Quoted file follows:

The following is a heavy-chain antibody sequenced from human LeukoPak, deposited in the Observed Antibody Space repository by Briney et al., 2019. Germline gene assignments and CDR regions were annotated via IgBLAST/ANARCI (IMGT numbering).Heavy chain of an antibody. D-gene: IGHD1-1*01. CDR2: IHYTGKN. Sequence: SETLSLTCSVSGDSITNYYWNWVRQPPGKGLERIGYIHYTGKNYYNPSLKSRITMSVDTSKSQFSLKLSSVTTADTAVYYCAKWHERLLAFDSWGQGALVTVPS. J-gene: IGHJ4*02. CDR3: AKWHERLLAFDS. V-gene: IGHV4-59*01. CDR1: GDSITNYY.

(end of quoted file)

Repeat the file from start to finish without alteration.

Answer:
The following is a heavy-chain antibody sequenced from human LeukoPak, deposited in the Observed Antibody Space repository by Briney et al., 2019. Germline gene assignments and CDR regions were annotated via IgBLAST/ANARCI (IMGT numbering).Heavy chain of an antibody. D-gene: IGHD1-1*01. CDR2: IHYTGKN. Sequence: SETLSLTCSVSGDSITNYYWNWVRQPPGKGLERIGYIHYTGKNYYNPSLKSRITMSVDTSKSQFSLKLSSVTTADTAVYYCAKWHERLLAFDSWGQGALVTVPS. J-gene: IGHJ4*02. CDR3: AKWHERLLAFDS. V-gene: IGHV4-59*01. CDR1: GDSITNYY.